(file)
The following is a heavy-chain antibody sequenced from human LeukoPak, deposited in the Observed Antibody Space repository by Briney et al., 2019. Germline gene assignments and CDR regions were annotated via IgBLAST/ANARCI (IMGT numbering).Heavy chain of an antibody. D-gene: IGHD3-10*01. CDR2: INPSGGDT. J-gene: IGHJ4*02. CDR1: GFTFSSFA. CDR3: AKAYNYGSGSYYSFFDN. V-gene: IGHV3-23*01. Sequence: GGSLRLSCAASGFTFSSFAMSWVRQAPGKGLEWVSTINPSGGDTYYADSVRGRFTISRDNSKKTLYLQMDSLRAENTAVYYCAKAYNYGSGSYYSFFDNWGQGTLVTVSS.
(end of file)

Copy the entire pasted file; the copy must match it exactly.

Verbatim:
The following is a heavy-chain antibody sequenced from human LeukoPak, deposited in the Observed Antibody Space repository by Briney et al., 2019. Germline gene assignments and CDR regions were annotated via IgBLAST/ANARCI (IMGT numbering).Heavy chain of an antibody. D-gene: IGHD3-10*01. CDR2: INPSGGDT. J-gene: IGHJ4*02. CDR1: GFTFSSFA. CDR3: AKAYNYGSGSYYSFFDN. V-gene: IGHV3-23*01. Sequence: GGSLRLSCAASGFTFSSFAMSWVRQAPGKGLEWVSTINPSGGDTYYADSVRGRFTISRDNSKKTLYLQMDSLRAENTAVYYCAKAYNYGSGSYYSFFDNWGQGTLVTVSS.